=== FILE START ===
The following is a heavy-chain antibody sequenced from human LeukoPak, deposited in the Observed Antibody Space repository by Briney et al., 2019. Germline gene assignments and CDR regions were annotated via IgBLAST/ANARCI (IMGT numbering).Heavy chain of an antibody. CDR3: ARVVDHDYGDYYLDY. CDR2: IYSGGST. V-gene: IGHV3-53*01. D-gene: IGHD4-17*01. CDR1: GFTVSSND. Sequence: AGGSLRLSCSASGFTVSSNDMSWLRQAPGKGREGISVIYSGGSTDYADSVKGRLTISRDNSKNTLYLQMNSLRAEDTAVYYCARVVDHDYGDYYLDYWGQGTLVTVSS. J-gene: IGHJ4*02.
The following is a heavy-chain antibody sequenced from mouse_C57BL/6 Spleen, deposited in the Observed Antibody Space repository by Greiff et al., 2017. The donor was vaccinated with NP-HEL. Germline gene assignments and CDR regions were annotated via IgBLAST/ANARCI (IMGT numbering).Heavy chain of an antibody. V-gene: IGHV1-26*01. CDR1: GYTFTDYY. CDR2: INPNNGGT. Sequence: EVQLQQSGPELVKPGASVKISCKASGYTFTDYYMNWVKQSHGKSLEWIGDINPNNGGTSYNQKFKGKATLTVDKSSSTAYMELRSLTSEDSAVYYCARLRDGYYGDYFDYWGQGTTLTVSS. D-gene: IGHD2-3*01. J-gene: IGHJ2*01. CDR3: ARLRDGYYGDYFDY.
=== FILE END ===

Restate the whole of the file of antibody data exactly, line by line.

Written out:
The following is a heavy-chain antibody sequenced from human LeukoPak, deposited in the Observed Antibody Space repository by Briney et al., 2019. Germline gene assignments and CDR regions were annotated via IgBLAST/ANARCI (IMGT numbering).Heavy chain of an antibody. CDR3: ARVVDHDYGDYYLDY. CDR2: IYSGGST. V-gene: IGHV3-53*01. D-gene: IGHD4-17*01. CDR1: GFTVSSND. Sequence: AGGSLRLSCSASGFTVSSNDMSWLRQAPGKGREGISVIYSGGSTDYADSVKGRLTISRDNSKNTLYLQMNSLRAEDTAVYYCARVVDHDYGDYYLDYWGQGTLVTVSS. J-gene: IGHJ4*02.
The following is a heavy-chain antibody sequenced from mouse_C57BL/6 Spleen, deposited in the Observed Antibody Space repository by Greiff et al., 2017. The donor was vaccinated with NP-HEL. Germline gene assignments and CDR regions were annotated via IgBLAST/ANARCI (IMGT numbering).Heavy chain of an antibody. V-gene: IGHV1-26*01. CDR1: GYTFTDYY. CDR2: INPNNGGT. Sequence: EVQLQQSGPELVKPGASVKISCKASGYTFTDYYMNWVKQSHGKSLEWIGDINPNNGGTSYNQKFKGKATLTVDKSSSTAYMELRSLTSEDSAVYYCARLRDGYYGDYFDYWGQGTTLTVSS. D-gene: IGHD2-3*01. J-gene: IGHJ2*01. CDR3: ARLRDGYYGDYFDY.